26. MILK -> en:milk - vegan: no - vegetarian: yes

Nutrition

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    Bad nutritional quality


    ⚠️ Warning: the amount of fiber is not specified, their possible positive contribution to the grade could not be taken into account.
    ⚠️ Warning: the amount of fruits, vegetables and nuts is not specified on the label, it was estimated from the list of ingredients: 4

    This product is not considered a beverage for the calculation of the Nutri-Score.

    Positive points: 0

    • Proteins: 5 / 5 (value: 9.3, rounded value: 9.3)
    • Fiber: 0 / 5 (value: 0, rounded value: 0)
    • Fruits, vegetables, nuts, and colza/walnut/olive oils: 0 / 5 (value: 4, rounded value: 4)

    Negative points: 20

    • Energy: 6 / 10 (value: 2170, rounded value: 2170)
    • Sugars: 0 / 10 (value: 2.5, rounded value: 2.5)
    • Saturated fat: 10 / 10 (value: 13.2, rounded value: 13.2)
    • Sodium: 4 / 10 (value: 419, rounded value: 419)

    The points for proteins are not counted because the negative points are greater or equal to 11.

    Score nutritionnel: 20 (20 - 0)

    Nutri-Score: E

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    Sugars in low quantity (2.5%)


    What you need to know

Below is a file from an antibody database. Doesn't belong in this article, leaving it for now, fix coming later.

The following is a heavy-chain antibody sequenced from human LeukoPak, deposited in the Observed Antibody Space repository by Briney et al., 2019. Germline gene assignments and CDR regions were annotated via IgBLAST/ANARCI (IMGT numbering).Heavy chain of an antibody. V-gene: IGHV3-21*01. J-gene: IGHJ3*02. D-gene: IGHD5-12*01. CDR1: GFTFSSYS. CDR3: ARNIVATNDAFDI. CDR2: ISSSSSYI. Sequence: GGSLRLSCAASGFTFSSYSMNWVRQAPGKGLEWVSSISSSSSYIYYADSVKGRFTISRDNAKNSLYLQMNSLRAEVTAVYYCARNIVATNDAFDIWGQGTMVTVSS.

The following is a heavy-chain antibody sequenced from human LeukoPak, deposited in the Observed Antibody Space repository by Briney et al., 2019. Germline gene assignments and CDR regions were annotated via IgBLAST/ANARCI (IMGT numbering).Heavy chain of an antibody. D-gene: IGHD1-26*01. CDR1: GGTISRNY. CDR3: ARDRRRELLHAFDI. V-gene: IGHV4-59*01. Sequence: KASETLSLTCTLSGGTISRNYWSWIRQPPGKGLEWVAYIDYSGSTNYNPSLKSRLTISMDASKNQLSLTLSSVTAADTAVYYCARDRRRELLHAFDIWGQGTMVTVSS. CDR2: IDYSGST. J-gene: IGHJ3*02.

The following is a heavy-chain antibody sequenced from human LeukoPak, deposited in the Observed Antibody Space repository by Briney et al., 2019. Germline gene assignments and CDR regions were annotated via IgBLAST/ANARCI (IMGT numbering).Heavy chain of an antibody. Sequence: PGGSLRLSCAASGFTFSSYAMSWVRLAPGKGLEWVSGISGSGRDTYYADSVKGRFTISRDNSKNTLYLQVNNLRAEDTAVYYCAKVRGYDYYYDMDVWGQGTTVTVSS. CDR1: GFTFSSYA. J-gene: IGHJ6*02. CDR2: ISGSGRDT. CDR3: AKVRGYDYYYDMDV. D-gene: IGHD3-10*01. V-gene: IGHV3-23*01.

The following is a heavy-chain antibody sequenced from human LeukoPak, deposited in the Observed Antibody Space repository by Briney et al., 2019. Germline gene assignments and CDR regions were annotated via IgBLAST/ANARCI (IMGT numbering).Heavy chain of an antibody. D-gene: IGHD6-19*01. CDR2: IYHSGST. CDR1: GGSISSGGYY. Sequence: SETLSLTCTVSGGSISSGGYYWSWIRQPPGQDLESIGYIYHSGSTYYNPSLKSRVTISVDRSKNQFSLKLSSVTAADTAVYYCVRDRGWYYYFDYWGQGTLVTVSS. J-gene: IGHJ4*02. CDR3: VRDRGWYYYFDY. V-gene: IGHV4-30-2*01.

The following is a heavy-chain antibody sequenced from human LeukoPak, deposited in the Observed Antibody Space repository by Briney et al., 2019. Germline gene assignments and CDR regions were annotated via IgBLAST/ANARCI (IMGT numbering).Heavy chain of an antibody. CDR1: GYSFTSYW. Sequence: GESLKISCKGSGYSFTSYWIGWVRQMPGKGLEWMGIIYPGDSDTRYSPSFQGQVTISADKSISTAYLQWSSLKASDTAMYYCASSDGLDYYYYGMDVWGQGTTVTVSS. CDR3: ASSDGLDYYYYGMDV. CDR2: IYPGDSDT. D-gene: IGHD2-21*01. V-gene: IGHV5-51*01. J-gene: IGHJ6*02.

• A high consumption of sugar can cause weight gain and tooth decay. It also augments the risk of type 2 diabetes and cardio-vascular diseases.

    Recommendation: Limit the consumption of sugar and sugary drinks
    • Sugary drinks (such as sodas, fruit beverages, and fruit juices and nectars) should be limited as much as possible (no more than 1 glass a day).
    • Choose products with lower sugar content and reduce the consumption of products with added sugars.
  • icon

    Salt in moderate quantity (1.05%)


    What you need to know
    • A high consumption of salt (or sodium) can cause raised blood pressure, which can increase the risk of heart disease and stroke.
    • Many people who have high blood pressure do not know it, as there are often no symptoms.
    • Most people consume too much salt (on average 9 to 12 grams per day), around twice the recommended maximum level of intake.

    Recommendation: Limit the consumption of salt and salted food
    • Reduce the quantity of salt used when cooking, and don't salt again at the table.
    • Limit the consumption of salty snacks and choose products with lower salt content.

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    Nutrition facts


    Nutrition facts As sold
    for 100 g / 100 ml
    As sold
    per serving (200g)
    Compared to: Frozen pies
    Energy 2,170 kj
    (518 kcal)
    4,340 kj
    (1040 kcal)
    +122%
    Fat 13.3 g 26.6 g +16%
    Saturated fat 13.2 g 26.4 g +104%
    Carbohydrates 25 g 50 g +1%
    Sugars 2.5 g 5 g +60%
    Fiber ? ?
    Proteins 9.3 g 18.6 g +19%
    Salt 1.048 g 2.1 g +10%
    Fruits‚ vegetables‚ nuts and rapeseed‚ walnut and olive oils (estimate from ingredients list analysis) 4 % 4 %
Serving size: 200g

Environment

Transportation

Data sources

Product added on by trolley
Last edit of product page on by kiliweb.
Product page also edited by archanox, openfoodfacts-contributors, packbot, yuka.sY2b0xO6T85zoF3NwEKvlhNgcv6HjR7ZMTbmhhKxmcvXApHSPtVR76fnI6g.

If the data is incomplete or incorrect, you can complete or correct it by editing this page.